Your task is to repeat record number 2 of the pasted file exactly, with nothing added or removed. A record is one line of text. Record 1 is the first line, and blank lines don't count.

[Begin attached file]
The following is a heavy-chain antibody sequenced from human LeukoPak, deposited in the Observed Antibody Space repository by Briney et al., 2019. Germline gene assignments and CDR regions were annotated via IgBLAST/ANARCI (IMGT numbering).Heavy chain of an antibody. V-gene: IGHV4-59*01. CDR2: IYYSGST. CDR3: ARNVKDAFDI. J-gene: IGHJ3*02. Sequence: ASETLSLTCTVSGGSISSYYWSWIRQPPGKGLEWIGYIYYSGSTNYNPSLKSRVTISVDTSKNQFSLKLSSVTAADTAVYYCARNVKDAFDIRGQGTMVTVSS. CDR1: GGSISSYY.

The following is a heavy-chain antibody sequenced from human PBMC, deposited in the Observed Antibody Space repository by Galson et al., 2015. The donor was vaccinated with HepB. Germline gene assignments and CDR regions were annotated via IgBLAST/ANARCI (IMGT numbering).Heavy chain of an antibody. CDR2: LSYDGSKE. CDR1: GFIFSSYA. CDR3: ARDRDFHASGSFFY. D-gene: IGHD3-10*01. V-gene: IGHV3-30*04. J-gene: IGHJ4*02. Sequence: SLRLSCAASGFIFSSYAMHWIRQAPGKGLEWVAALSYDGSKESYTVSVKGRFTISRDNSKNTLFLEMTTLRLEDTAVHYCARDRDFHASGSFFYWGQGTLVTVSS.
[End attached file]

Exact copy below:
The following is a heavy-chain antibody sequenced from human PBMC, deposited in the Observed Antibody Space repository by Galson et al., 2015. The donor was vaccinated with HepB. Germline gene assignments and CDR regions were annotated via IgBLAST/ANARCI (IMGT numbering).Heavy chain of an antibody. CDR2: LSYDGSKE. CDR1: GFIFSSYA. CDR3: ARDRDFHASGSFFY. D-gene: IGHD3-10*01. V-gene: IGHV3-30*04. J-gene: IGHJ4*02. Sequence: SLRLSCAASGFIFSSYAMHWIRQAPGKGLEWVAALSYDGSKESYTVSVKGRFTISRDNSKNTLFLEMTTLRLEDTAVHYCARDRDFHASGSFFYWGQGTLVTVSS.